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Schliemann concluded that the swastika was a specifically Aryan symbol.This idea was taken up by many other writers, and the swastika quickly became popular in the West, appearing in many designs from the 1880s to the 1920s.The first theory is that the swastika's symmetry and simplicity led to its independent development everywhere, along the lines of Carl Jung's collective unconscious, or just as a very simple symbol.Another explanation is suggested by Sagan reproduces an ancient Chinese manuscript that shows comet tail varieties: most are variations on simple comet tails, but the last shows the comet nucleus with four bent arms extending from it, recalling a swastika.The swastika remains a core symbol of Neo-Nazi groups.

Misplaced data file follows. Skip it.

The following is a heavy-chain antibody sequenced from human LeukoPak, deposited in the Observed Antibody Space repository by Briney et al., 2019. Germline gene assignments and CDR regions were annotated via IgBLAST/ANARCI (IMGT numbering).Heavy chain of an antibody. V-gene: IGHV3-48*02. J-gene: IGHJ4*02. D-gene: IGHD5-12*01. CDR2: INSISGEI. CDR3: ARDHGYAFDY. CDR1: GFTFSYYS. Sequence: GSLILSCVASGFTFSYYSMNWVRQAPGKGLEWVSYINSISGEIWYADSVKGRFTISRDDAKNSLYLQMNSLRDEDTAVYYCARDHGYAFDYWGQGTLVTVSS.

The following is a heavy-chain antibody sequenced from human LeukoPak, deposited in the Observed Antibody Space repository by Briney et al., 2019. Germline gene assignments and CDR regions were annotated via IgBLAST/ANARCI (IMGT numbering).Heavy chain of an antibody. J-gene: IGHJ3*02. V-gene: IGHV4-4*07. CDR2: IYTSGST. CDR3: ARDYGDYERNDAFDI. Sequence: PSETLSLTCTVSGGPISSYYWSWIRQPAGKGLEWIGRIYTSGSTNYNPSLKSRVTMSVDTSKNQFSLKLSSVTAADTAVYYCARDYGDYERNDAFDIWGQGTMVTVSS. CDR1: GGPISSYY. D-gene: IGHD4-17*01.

The use of the swastika by the indigenous Bn faith of Tibet, as well as syncretic religions, such as Cao Dai of Vietnam and Falun Gong of China, is thought to be borrowed from Buddhism as well.Swastikas appeared on the spines of books by the Anglo-Indian writer Rudyard Kipling, and the symbol was used by Robert Baden-Powell's Boy Scout movement.Since the rise of the National Socialist German Workers Party, the swastika has been associated with fascism, racism, World War II, and the Holocaust in much of the western world.The other two descriptions are ambiguous as it is unclear if they refer to the direction of the bend in each arm or to the implied rotation of the symbol.If the latter, the question as to whether the arms lead or trail remains.

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